Kohler & Campbell started making pianos in 1896 in New York City. Through the years, the company has produced many piano lines and models, some of which are quite valuable today. If you own a Kohler & Campbell piano and want to assess its value, there are several things to consider.
Find the serial number on your piano and use it to find the age of your machine. Serial numbers are located in different places on Kohler & Campbell pianos, depending on the model, piano style (upright or grand) and the year of manufacture. The serial number might be on the plate holding the tuning pins, branded into the wood of the case on the outside or inside, under the strings, or on a label affixed to the piano. If you have your piano serviced regularly, your tuner can also give you this information.
Evaluate your piano's condition. Note any chips in the finish and the type of wood it is made of. The fewer dings or chips in the wood, the higher the value. Specialty woods, like mahogany or ebony, were used for early 20th century pianos; if you have a piano from that time period still in working order (or even in a repairable condition), it is far more valuable than a modern rock maple piano. Decorative carving and a more elaborate physical appearance will increase your piano's value as well.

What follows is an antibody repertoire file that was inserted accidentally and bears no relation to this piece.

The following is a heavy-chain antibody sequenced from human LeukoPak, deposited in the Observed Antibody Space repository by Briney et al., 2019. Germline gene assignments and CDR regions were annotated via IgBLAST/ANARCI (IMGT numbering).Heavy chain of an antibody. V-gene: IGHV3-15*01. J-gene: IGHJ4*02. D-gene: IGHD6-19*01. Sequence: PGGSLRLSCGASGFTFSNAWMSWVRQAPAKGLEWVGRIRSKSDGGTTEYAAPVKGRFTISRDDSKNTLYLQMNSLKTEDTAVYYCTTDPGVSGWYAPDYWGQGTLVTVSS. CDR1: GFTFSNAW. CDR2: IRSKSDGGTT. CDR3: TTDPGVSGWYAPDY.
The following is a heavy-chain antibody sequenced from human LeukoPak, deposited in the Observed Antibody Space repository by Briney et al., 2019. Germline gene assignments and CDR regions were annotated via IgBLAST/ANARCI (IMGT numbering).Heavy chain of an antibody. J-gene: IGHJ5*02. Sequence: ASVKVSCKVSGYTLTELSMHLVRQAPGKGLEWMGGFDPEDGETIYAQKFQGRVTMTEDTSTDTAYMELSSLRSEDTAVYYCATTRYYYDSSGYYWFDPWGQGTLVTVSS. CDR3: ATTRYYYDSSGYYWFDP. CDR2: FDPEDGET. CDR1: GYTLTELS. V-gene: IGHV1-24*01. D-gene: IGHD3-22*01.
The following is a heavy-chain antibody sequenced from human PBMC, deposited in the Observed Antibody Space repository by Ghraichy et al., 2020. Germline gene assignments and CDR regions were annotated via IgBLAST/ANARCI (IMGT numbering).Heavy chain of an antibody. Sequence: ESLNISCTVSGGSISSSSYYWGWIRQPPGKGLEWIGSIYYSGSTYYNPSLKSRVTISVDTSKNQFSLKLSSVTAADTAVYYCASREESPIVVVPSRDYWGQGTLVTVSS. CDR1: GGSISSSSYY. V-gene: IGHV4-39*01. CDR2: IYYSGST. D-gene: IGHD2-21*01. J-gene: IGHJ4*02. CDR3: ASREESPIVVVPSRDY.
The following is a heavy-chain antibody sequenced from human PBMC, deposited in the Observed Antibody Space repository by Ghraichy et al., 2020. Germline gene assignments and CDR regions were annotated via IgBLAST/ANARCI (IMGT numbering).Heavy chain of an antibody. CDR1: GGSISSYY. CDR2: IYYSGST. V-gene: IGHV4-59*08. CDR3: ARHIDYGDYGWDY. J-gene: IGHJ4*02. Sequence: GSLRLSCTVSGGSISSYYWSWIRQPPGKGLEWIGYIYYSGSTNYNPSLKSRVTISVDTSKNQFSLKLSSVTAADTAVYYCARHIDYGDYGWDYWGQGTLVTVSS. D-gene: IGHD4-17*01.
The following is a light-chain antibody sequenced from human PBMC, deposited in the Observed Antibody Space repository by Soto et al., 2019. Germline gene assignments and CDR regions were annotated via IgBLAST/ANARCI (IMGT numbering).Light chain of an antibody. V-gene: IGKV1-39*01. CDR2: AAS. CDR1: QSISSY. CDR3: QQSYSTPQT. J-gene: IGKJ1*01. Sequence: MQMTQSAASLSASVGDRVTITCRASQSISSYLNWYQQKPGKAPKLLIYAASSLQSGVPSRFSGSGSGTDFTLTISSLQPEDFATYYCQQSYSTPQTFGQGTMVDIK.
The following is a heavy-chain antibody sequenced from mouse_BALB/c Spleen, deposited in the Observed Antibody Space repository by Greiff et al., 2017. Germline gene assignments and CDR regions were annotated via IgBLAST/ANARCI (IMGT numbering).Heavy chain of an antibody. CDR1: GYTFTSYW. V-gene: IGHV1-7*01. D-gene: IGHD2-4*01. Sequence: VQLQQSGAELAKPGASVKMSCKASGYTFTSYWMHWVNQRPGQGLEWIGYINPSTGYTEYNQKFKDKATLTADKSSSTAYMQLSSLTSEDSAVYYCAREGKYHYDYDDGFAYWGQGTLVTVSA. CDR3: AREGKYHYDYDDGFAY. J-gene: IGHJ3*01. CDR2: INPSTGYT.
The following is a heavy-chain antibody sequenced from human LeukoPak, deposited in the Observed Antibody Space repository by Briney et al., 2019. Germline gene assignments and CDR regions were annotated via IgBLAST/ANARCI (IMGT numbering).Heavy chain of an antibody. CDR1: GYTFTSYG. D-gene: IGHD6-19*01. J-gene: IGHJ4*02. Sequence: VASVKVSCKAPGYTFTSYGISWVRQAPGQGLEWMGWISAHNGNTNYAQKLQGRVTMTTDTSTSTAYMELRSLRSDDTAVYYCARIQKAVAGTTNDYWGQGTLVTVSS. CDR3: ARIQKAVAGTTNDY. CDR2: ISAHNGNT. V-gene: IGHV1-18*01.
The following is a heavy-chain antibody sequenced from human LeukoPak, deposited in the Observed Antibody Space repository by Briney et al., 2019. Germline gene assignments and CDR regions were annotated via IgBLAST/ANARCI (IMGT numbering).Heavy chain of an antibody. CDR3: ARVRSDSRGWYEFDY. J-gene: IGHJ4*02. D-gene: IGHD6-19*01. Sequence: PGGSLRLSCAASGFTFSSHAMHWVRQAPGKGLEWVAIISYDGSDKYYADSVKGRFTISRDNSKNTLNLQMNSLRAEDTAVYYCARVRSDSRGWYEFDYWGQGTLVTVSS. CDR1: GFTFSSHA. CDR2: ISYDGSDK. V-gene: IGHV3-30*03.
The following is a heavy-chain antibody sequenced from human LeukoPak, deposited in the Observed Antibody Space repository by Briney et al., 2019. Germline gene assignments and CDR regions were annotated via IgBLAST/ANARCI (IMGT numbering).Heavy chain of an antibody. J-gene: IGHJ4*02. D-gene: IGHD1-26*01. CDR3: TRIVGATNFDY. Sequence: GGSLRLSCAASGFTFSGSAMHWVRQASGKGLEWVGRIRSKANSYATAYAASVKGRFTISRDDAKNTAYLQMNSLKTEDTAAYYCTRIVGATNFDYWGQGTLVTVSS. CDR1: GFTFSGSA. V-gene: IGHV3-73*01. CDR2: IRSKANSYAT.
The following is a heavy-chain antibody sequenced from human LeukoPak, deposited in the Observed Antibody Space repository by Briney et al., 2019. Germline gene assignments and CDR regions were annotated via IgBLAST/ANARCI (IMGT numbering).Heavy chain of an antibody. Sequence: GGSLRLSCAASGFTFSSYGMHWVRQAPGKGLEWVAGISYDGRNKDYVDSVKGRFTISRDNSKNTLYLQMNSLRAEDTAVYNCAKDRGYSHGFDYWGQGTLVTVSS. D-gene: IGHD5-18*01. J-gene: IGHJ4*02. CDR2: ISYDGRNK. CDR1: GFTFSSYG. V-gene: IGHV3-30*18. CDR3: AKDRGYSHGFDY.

Evaluate if the piano has been serviced and tuned regularly and the state of the internal workings. Regular tunings keep the machinery of the piano in better shape and increase the useful life of the piano, thereby increasing the value. Anything that causes the piano to play improperly, such as broken strings, loose pins, or worn felt on the hammers, will cause the value to drop and should be repaired with each tuning or before trying to sell or purchase a piano. There are guidelines on the Piano Bluebook website to help you set your piano's grade.
Check with secondhand piano stores or online sales forums for Kohler & Campbell pianos of your model and year and in your piano's condition. This will give you a price range of piano sale prices and not appraised value -- which may or may not, depending on market, be the absolute sale price of your piano.
Contact your piano tuner and ask him or her for a base value. Generally they can give you a price range based on your model and its condition at your bi-annual tuning without extra charge. This price will only be a ballpark number and not as precise as an evaluation.
Pay for a professional appraisal by someone who specifically appraises musical instruments. You can find them through the Piano Bluebook website or get a reference from a shop that sells pianos.
Do not take any statement of value as the absolute price you would get if you sold your piano. There are many external factors (cost of living in your area, market for secondhand pianos, etc.) that will affect the final sale price.